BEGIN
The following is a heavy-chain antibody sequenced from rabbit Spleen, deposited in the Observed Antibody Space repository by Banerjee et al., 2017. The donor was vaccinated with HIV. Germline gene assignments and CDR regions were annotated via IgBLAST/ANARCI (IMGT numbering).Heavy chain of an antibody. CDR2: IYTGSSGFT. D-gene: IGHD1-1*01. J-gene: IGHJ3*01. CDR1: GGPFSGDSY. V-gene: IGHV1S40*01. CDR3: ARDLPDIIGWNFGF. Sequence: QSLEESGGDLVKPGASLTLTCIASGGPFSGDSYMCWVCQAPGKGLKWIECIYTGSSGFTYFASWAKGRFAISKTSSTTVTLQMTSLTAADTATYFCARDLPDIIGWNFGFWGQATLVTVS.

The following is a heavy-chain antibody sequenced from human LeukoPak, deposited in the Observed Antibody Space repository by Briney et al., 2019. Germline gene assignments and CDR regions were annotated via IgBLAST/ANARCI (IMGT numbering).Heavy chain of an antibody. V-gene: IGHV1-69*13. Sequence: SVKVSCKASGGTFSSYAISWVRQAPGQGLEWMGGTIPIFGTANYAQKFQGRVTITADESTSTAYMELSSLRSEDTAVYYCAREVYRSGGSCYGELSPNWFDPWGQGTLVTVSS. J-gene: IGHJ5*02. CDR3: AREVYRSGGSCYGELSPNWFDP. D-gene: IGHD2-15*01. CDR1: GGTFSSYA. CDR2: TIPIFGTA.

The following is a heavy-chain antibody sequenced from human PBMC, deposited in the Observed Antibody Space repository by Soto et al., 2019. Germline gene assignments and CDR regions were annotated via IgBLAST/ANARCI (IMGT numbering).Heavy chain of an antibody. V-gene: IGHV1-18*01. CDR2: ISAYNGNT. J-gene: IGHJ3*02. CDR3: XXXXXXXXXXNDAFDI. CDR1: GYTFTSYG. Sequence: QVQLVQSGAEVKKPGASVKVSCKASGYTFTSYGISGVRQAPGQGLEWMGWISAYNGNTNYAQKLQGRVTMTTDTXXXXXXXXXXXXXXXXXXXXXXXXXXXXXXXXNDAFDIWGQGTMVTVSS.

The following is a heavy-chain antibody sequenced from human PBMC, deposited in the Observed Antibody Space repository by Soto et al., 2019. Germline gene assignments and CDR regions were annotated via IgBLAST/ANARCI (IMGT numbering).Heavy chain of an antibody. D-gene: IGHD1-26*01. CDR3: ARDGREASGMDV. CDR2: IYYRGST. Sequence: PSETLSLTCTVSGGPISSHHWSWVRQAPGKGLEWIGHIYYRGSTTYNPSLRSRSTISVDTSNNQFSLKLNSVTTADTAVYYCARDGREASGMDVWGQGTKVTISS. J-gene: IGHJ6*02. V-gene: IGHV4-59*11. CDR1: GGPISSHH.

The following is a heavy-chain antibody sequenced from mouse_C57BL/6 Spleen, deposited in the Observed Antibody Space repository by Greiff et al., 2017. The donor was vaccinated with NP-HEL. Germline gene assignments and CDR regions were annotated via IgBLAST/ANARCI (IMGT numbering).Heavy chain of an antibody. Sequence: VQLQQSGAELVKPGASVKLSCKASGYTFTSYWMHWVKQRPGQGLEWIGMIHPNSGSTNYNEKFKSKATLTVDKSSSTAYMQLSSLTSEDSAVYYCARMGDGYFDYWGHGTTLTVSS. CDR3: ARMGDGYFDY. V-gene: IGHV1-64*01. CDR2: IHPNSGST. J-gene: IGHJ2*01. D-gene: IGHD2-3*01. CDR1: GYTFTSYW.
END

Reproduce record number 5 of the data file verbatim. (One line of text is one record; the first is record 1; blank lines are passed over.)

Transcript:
The following is a heavy-chain antibody sequenced from mouse_C57BL/6 Spleen, deposited in the Observed Antibody Space repository by Greiff et al., 2017. The donor was vaccinated with NP-HEL. Germline gene assignments and CDR regions were annotated via IgBLAST/ANARCI (IMGT numbering).Heavy chain of an antibody. Sequence: VQLQQSGAELVKPGASVKLSCKASGYTFTSYWMHWVKQRPGQGLEWIGMIHPNSGSTNYNEKFKSKATLTVDKSSSTAYMQLSSLTSEDSAVYYCARMGDGYFDYWGHGTTLTVSS. CDR3: ARMGDGYFDY. V-gene: IGHV1-64*01. CDR2: IHPNSGST. J-gene: IGHJ2*01. D-gene: IGHD2-3*01. CDR1: GYTFTSYW.